Procure: the process which includes soliciting offers, selecting vendors, establishing payment terms, negotiation of contracts. The outcome could be a purchase, a rental, a lease, or other.

Proposal: a written offer from a prospective Seller (Proponent) to a Buyer but it is not the same as a Bid. While a bid is based on detailed specifications or plans provided by the Purchaser, a Proponent offers significant creativity in their Proposal.

Purchase: to place an order. To buy. Purchasing is part of Procurement.

Quotation: an offer for common or standard products or services. Scope is simple and well defined. Price (Firm Fixed Price) and Timing are specified. Examples: a quotation for sewing machine repair, a quotation for purchase of a new automobile.

RFX (RFP, RFQ, RFT): 'RF' is "Request for". This document is issued by the Buyer to solicit an offer from a Vendor. RFP is Request for Proposal. 'Q' is Quotation; 'T' is Tender (Bid).

RFI: Request for information. This document can be used by any party at any time, either pre-bid or after vendor selection.

Selection Criteria: when more than one Vendor is considered, selection criteria will be needed to select the successful Bidder or Proponent. Selection criteria normally go out with the Invitation For Bid or the Request For Proposal so the Vendors know how they will be evaluated.

Single Source: when more than one capable Vendor is available but the Buyer chooses to select one Vendor without a competition.

Sole Source: when there is only one capable Vendor, so the Buyer must select that one without a competition.

Split: the percentages, always expressed as Buyer / Seller, by which savings or overruns from the Target Cost will be shared.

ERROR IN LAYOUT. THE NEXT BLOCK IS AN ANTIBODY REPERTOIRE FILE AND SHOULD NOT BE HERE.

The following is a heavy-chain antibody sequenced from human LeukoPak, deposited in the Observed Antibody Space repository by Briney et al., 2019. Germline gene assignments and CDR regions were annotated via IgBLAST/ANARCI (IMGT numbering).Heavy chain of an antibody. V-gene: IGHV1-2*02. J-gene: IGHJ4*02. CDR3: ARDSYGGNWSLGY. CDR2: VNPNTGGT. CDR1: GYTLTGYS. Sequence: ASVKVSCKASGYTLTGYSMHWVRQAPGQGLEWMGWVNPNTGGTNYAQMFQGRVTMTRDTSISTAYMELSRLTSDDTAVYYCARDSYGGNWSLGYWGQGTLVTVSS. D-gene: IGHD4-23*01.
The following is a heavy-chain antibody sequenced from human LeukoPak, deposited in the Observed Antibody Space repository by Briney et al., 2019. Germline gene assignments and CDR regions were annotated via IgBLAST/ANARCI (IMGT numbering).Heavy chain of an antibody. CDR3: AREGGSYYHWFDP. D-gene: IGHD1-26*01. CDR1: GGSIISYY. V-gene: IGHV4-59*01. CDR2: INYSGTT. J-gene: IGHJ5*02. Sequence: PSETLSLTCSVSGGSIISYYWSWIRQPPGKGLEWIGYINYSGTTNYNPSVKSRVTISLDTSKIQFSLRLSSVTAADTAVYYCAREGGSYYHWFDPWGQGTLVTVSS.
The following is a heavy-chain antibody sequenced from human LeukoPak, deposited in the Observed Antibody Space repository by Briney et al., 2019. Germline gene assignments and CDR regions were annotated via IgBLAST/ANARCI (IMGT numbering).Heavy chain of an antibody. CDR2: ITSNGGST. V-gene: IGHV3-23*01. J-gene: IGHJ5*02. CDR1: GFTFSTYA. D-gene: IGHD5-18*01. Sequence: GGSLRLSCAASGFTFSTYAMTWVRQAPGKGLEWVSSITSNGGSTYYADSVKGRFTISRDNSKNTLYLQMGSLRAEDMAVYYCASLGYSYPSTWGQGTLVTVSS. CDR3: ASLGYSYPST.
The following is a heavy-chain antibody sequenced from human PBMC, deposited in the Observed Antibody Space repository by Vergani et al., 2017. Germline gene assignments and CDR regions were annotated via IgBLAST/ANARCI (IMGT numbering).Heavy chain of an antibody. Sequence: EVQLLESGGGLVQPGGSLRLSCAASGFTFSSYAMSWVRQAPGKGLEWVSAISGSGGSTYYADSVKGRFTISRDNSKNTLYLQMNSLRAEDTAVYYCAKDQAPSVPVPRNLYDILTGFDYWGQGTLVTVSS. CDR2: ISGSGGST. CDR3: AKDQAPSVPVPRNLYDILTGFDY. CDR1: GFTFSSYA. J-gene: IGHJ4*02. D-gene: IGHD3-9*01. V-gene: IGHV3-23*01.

Supply Chain Management: the complete flow of goods and services including movement and storage of raw materials, work in process, and of finished goods from point of origin to point of consumption. Procurement is one part of Supply Chain Management.

 

Target Cost: the final agreed-upon cost which serves a basis for computing cost saving or cost overrun.

Tender: an offer in which the offering party is bound to perform that which is offered. There are specific laws of the land (Tendering Rules) regarding the process of Tendering. Can also mean to issue an Invitation For Bid.

Tender Notice: a process to call vendors to provide bids. Usually found on line. Can refer to the notification itself. A Tender Notice will contain critical elements such as Scope of Work and Bid closing date and time.

"Time is  of the Essence": places the other party on notice that failure to complete a performance by a date set in the contract will constitute an incurable breach of contract.

Work for Hire: the 'work' is the goods or services an employee produces. Normally an employer owns the work of its employees; so the work was made for hire and is called work for hire. It is important as Buyer to ensure the work you purchase from another company is not owned by their employee, but was done as work for hire so can be legally sold by that company.

The table below will clear some of the confusion around the terms 'purchasing' and 'procurement'. It is not provided as advertising, only as a handy table.